As a sixth (final) year medical student, I thought I was pretty tough. I was doing a (Internal) Medicine rotation, which I thought I was good at, but I wasn’t. Our clinical subdean, who was also a tutor, helped me to understand that limitation. She was theoretically “on the students’ side” but one tute, she ripped our group’s case presentations to shreds, while sitting in a lounge in full view of patients, staff and visitors.
In retrospect, I can see that she taught me a lot about presenting a clinical case, and about the roles of bothe overview and detail. However, she managed to get two of us in tears in a public place (yes, I was one), and ensured I focussed more on my personal embarrassment and anger, than the lesson at hand. So, in contrast to other great teachers, the main memory was how not to teach students. Maybe she also turned me off (internal) medicine – this was not the sort of doctor I wanted to be.
During that tutorial, she also learnt the story of one of my student colleagues, DrN. This girl had worked incredibly hard to achieve her goal of becoming a doctor. She had come from a farming background, and a tiny high school. Some of her family, friends and teachers actively discouraged her from entering medicine. The others gave her minimal support, and definitely not encouragement. This girl was inspirational to me, as I had sort of drifted through the whole thing: “Yeah, I guess I’ll apply there, I guess I’ll try that.” DrN made a conscious decision in high school, and had a clear aim that she fought for.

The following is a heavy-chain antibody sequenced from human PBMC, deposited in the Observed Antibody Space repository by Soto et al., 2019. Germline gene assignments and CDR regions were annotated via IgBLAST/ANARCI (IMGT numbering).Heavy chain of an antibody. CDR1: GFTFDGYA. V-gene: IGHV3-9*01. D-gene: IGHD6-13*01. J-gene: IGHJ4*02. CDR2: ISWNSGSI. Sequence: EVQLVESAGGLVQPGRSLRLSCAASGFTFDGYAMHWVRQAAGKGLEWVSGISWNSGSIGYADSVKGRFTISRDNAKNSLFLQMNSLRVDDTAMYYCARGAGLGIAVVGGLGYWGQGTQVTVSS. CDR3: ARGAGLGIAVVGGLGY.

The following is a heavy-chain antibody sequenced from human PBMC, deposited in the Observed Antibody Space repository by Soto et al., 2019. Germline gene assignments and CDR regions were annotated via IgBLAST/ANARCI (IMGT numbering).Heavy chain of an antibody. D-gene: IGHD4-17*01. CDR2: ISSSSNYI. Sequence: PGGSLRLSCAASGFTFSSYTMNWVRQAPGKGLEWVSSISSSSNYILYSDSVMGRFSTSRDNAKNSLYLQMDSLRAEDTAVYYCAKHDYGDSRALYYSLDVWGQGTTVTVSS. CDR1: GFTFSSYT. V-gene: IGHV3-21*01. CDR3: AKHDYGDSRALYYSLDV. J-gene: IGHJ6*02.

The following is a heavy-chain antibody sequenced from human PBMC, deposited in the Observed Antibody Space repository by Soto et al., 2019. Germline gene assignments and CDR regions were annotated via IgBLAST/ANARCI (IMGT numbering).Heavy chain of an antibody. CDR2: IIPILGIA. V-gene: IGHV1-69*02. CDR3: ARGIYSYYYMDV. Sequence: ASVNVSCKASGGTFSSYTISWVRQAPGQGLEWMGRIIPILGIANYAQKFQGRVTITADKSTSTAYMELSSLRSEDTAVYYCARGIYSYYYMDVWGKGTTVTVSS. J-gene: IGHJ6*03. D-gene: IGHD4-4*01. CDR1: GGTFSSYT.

You may wonder why I am not naming and glorifying this friend. Basically, she was very reticient to share this side of her. She didn’t think her background changed her as a student (doubtful), and wanted to be treated like others. I hope I have smudged the details enough that she doesn’t feel identified by this, should she come across my blog one day. But N, I really was and am impressed by you.
Anyway, it is probably obvious to you by now, that this tutor was impressed by DrN as well. She decided that her struggle needed to be rewarded, and through that process, she “outed” N and her story. We were all devastated, and DrN was too – not the grateful recipient she was meant to be.
Although I learnt many positive things from this tutor, I learnt more about the negative side of power. Doctors teach medical students, and junior doctors, and often in an intimate, small-group environment. But they will also one day be their employers. While maybe not a unique set up, that situation can create a conflict. My focus is usually to look after patients to the best of my ability. But I need to remember to look after my students and junior staff as well.